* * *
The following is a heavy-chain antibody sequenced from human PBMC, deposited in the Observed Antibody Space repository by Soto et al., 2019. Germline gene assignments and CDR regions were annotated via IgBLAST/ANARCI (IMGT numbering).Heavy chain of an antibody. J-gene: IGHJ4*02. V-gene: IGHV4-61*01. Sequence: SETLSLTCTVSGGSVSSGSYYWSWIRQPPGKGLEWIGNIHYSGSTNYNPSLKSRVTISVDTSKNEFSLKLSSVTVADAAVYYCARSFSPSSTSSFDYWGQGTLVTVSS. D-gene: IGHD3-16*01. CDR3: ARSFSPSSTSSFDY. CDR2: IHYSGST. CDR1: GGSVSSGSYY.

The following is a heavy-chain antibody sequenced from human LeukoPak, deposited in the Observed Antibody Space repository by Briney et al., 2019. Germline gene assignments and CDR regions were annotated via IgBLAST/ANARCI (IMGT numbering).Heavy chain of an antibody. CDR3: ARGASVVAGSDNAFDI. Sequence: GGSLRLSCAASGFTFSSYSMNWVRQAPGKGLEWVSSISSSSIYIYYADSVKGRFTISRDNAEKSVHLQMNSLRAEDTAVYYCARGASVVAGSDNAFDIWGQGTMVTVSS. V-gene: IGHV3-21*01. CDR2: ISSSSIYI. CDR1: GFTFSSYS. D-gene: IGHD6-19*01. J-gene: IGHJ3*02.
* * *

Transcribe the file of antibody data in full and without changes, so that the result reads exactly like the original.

The following is a heavy-chain antibody sequenced from human PBMC, deposited in the Observed Antibody Space repository by Soto et al., 2019. Germline gene assignments and CDR regions were annotated via IgBLAST/ANARCI (IMGT numbering).Heavy chain of an antibody. J-gene: IGHJ4*02. V-gene: IGHV4-61*01. Sequence: SETLSLTCTVSGGSVSSGSYYWSWIRQPPGKGLEWIGNIHYSGSTNYNPSLKSRVTISVDTSKNEFSLKLSSVTVADAAVYYCARSFSPSSTSSFDYWGQGTLVTVSS. D-gene: IGHD3-16*01. CDR3: ARSFSPSSTSSFDY. CDR2: IHYSGST. CDR1: GGSVSSGSYY.

The following is a heavy-chain antibody sequenced from human LeukoPak, deposited in the Observed Antibody Space repository by Briney et al., 2019. Germline gene assignments and CDR regions were annotated via IgBLAST/ANARCI (IMGT numbering).Heavy chain of an antibody. CDR3: ARGASVVAGSDNAFDI. Sequence: GGSLRLSCAASGFTFSSYSMNWVRQAPGKGLEWVSSISSSSIYIYYADSVKGRFTISRDNAEKSVHLQMNSLRAEDTAVYYCARGASVVAGSDNAFDIWGQGTMVTVSS. V-gene: IGHV3-21*01. CDR2: ISSSSIYI. CDR1: GFTFSSYS. D-gene: IGHD6-19*01. J-gene: IGHJ3*02.